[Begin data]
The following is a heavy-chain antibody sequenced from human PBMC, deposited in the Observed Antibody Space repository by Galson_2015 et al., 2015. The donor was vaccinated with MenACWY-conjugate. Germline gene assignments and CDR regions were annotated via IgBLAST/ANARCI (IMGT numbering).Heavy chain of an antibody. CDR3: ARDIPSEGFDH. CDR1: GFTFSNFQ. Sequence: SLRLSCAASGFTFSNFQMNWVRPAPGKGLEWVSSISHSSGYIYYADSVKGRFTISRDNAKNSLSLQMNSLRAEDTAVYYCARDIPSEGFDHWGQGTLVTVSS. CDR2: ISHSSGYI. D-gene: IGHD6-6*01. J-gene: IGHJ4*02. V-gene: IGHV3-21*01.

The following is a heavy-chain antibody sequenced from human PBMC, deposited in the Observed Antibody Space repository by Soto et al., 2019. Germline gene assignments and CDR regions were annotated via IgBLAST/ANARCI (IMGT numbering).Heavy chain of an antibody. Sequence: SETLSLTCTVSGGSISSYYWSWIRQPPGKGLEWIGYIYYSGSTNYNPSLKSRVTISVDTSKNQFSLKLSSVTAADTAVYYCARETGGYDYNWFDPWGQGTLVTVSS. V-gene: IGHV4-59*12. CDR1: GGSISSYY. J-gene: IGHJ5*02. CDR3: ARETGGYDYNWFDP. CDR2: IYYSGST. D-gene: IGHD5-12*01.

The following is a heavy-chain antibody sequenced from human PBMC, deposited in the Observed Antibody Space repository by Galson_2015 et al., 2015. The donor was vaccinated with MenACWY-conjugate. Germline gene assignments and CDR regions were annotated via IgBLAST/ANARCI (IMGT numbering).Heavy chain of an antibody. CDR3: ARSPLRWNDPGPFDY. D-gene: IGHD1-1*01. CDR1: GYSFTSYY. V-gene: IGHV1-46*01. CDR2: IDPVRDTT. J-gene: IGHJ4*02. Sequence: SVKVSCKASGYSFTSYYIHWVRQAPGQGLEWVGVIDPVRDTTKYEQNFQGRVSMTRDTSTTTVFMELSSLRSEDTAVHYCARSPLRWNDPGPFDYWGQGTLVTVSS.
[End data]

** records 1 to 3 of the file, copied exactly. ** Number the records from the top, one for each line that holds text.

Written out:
The following is a heavy-chain antibody sequenced from human PBMC, deposited in the Observed Antibody Space repository by Galson_2015 et al., 2015. The donor was vaccinated with MenACWY-conjugate. Germline gene assignments and CDR regions were annotated via IgBLAST/ANARCI (IMGT numbering).Heavy chain of an antibody. CDR3: ARDIPSEGFDH. CDR1: GFTFSNFQ. Sequence: SLRLSCAASGFTFSNFQMNWVRPAPGKGLEWVSSISHSSGYIYYADSVKGRFTISRDNAKNSLSLQMNSLRAEDTAVYYCARDIPSEGFDHWGQGTLVTVSS. CDR2: ISHSSGYI. D-gene: IGHD6-6*01. J-gene: IGHJ4*02. V-gene: IGHV3-21*01.

The following is a heavy-chain antibody sequenced from human PBMC, deposited in the Observed Antibody Space repository by Soto et al., 2019. Germline gene assignments and CDR regions were annotated via IgBLAST/ANARCI (IMGT numbering).Heavy chain of an antibody. Sequence: SETLSLTCTVSGGSISSYYWSWIRQPPGKGLEWIGYIYYSGSTNYNPSLKSRVTISVDTSKNQFSLKLSSVTAADTAVYYCARETGGYDYNWFDPWGQGTLVTVSS. V-gene: IGHV4-59*12. CDR1: GGSISSYY. J-gene: IGHJ5*02. CDR3: ARETGGYDYNWFDP. CDR2: IYYSGST. D-gene: IGHD5-12*01.

The following is a heavy-chain antibody sequenced from human PBMC, deposited in the Observed Antibody Space repository by Galson_2015 et al., 2015. The donor was vaccinated with MenACWY-conjugate. Germline gene assignments and CDR regions were annotated via IgBLAST/ANARCI (IMGT numbering).Heavy chain of an antibody. CDR3: ARSPLRWNDPGPFDY. D-gene: IGHD1-1*01. CDR1: GYSFTSYY. V-gene: IGHV1-46*01. CDR2: IDPVRDTT. J-gene: IGHJ4*02. Sequence: SVKVSCKASGYSFTSYYIHWVRQAPGQGLEWVGVIDPVRDTTKYEQNFQGRVSMTRDTSTTTVFMELSSLRSEDTAVHYCARSPLRWNDPGPFDYWGQGTLVTVSS.